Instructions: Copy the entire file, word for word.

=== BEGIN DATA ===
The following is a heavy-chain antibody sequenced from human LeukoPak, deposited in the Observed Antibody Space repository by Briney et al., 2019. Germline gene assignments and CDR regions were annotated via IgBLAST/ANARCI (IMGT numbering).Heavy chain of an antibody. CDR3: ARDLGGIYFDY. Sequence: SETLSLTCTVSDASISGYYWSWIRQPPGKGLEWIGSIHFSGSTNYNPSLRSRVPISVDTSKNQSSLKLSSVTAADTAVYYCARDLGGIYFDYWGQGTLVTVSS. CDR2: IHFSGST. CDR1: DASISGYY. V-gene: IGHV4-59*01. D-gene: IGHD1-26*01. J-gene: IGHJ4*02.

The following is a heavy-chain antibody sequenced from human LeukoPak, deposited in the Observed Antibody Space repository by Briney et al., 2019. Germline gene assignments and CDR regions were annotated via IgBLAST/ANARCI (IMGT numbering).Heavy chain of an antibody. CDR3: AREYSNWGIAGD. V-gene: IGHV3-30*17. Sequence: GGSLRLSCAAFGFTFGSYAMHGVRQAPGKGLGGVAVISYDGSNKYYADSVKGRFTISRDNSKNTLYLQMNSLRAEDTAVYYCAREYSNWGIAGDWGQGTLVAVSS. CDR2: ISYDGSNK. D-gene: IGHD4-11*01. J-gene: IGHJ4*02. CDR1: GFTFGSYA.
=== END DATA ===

The following is a heavy-chain antibody sequenced from human LeukoPak, deposited in the Observed Antibody Space repository by Briney et al., 2019. Germline gene assignments and CDR regions were annotated via IgBLAST/ANARCI (IMGT numbering).Heavy chain of an antibody. CDR3: ARDLGGIYFDY. Sequence: SETLSLTCTVSDASISGYYWSWIRQPPGKGLEWIGSIHFSGSTNYNPSLRSRVPISVDTSKNQSSLKLSSVTAADTAVYYCARDLGGIYFDYWGQGTLVTVSS. CDR2: IHFSGST. CDR1: DASISGYY. V-gene: IGHV4-59*01. D-gene: IGHD1-26*01. J-gene: IGHJ4*02.

The following is a heavy-chain antibody sequenced from human LeukoPak, deposited in the Observed Antibody Space repository by Briney et al., 2019. Germline gene assignments and CDR regions were annotated via IgBLAST/ANARCI (IMGT numbering).Heavy chain of an antibody. CDR3: AREYSNWGIAGD. V-gene: IGHV3-30*17. Sequence: GGSLRLSCAAFGFTFGSYAMHGVRQAPGKGLGGVAVISYDGSNKYYADSVKGRFTISRDNSKNTLYLQMNSLRAEDTAVYYCAREYSNWGIAGDWGQGTLVAVSS. CDR2: ISYDGSNK. D-gene: IGHD4-11*01. J-gene: IGHJ4*02. CDR1: GFTFGSYA.